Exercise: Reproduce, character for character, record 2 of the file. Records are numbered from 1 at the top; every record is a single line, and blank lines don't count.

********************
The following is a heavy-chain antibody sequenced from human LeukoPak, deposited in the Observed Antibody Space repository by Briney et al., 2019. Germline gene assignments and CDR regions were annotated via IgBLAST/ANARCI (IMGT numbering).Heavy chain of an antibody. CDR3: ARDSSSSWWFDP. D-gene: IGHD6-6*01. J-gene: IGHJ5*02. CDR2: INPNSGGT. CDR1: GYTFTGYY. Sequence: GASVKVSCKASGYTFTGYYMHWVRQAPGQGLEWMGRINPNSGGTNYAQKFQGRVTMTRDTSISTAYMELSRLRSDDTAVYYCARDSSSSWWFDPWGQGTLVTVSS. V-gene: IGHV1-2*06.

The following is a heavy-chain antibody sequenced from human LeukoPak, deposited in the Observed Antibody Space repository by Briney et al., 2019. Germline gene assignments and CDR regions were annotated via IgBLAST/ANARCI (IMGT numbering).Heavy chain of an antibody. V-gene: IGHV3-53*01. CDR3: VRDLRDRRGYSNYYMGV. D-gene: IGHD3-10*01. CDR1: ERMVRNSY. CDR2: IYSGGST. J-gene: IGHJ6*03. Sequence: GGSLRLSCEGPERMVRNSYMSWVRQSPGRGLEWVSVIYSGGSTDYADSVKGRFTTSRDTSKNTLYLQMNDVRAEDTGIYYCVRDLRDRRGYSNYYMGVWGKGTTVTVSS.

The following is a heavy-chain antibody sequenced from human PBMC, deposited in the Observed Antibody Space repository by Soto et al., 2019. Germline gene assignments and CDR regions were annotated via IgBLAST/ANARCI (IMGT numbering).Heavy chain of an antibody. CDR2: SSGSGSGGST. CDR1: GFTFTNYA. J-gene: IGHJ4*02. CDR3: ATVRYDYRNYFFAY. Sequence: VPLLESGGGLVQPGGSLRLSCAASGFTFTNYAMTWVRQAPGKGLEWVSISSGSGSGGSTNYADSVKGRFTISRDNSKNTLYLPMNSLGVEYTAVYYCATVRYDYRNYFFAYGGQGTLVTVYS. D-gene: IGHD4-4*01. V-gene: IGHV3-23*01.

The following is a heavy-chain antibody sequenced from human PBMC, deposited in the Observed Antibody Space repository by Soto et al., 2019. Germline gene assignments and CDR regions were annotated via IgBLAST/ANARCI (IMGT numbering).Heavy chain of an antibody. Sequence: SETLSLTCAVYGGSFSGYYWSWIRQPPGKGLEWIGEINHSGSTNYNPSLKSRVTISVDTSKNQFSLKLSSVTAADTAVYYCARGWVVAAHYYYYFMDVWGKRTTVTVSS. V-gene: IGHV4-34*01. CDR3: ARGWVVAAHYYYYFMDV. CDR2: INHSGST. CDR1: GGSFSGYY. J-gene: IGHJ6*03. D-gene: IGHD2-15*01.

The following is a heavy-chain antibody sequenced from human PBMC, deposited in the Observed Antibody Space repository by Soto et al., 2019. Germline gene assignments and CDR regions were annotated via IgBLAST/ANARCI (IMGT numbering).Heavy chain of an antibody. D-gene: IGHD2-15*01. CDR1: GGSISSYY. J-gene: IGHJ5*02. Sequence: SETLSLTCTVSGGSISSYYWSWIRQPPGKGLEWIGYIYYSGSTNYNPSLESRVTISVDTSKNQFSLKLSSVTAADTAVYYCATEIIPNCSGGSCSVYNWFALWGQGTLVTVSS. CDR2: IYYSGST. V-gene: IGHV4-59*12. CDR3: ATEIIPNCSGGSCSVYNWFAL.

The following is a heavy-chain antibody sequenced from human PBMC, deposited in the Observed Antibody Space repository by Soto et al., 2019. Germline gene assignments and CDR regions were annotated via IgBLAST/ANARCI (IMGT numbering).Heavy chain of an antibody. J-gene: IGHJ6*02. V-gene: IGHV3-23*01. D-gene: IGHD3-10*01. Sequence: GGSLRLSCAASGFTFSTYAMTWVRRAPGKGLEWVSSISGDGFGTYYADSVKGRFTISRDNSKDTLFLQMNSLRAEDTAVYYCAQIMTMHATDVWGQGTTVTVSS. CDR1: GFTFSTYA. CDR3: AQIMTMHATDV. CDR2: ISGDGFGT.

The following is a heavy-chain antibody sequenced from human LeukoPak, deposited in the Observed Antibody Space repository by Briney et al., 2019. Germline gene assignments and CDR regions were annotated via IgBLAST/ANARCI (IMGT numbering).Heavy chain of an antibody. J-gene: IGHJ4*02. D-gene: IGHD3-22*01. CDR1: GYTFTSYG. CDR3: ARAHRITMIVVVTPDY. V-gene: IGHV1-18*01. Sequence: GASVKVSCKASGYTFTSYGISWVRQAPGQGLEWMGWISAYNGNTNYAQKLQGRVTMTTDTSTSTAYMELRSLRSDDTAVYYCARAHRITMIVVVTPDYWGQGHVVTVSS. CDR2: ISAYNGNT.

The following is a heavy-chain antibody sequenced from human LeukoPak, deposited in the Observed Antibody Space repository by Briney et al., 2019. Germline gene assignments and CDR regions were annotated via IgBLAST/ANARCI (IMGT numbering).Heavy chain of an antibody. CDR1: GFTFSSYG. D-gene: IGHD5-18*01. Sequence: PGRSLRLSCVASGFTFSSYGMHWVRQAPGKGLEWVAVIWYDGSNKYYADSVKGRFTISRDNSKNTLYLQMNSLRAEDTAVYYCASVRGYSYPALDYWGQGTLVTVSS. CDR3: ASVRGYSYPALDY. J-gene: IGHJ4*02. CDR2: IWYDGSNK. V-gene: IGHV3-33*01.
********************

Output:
The following is a heavy-chain antibody sequenced from human LeukoPak, deposited in the Observed Antibody Space repository by Briney et al., 2019. Germline gene assignments and CDR regions were annotated via IgBLAST/ANARCI (IMGT numbering).Heavy chain of an antibody. V-gene: IGHV3-53*01. CDR3: VRDLRDRRGYSNYYMGV. D-gene: IGHD3-10*01. CDR1: ERMVRNSY. CDR2: IYSGGST. J-gene: IGHJ6*03. Sequence: GGSLRLSCEGPERMVRNSYMSWVRQSPGRGLEWVSVIYSGGSTDYADSVKGRFTTSRDTSKNTLYLQMNDVRAEDTGIYYCVRDLRDRRGYSNYYMGVWGKGTTVTVSS.